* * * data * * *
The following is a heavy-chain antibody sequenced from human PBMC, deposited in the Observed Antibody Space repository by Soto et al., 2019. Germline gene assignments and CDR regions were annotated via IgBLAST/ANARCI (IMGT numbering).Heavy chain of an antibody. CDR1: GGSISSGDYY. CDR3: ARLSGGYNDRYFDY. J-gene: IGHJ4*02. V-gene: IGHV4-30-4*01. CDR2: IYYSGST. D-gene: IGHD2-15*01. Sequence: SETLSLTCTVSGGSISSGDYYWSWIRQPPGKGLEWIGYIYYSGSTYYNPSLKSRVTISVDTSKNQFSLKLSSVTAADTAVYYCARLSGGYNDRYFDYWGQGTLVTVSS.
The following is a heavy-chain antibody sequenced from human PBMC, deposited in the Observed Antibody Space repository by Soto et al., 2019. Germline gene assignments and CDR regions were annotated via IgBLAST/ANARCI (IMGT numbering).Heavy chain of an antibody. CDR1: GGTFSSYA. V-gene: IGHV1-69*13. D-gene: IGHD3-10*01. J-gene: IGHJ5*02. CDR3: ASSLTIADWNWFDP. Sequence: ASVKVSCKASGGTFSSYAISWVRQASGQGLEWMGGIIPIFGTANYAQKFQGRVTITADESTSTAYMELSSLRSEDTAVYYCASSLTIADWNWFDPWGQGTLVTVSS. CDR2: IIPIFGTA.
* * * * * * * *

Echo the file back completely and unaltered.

The following is a heavy-chain antibody sequenced from human PBMC, deposited in the Observed Antibody Space repository by Soto et al., 2019. Germline gene assignments and CDR regions were annotated via IgBLAST/ANARCI (IMGT numbering).Heavy chain of an antibody. CDR1: GGSISSGDYY. CDR3: ARLSGGYNDRYFDY. J-gene: IGHJ4*02. V-gene: IGHV4-30-4*01. CDR2: IYYSGST. D-gene: IGHD2-15*01. Sequence: SETLSLTCTVSGGSISSGDYYWSWIRQPPGKGLEWIGYIYYSGSTYYNPSLKSRVTISVDTSKNQFSLKLSSVTAADTAVYYCARLSGGYNDRYFDYWGQGTLVTVSS.
The following is a heavy-chain antibody sequenced from human PBMC, deposited in the Observed Antibody Space repository by Soto et al., 2019. Germline gene assignments and CDR regions were annotated via IgBLAST/ANARCI (IMGT numbering).Heavy chain of an antibody. CDR1: GGTFSSYA. V-gene: IGHV1-69*13. D-gene: IGHD3-10*01. J-gene: IGHJ5*02. CDR3: ASSLTIADWNWFDP. Sequence: ASVKVSCKASGGTFSSYAISWVRQASGQGLEWMGGIIPIFGTANYAQKFQGRVTITADESTSTAYMELSSLRSEDTAVYYCASSLTIADWNWFDPWGQGTLVTVSS. CDR2: IIPIFGTA.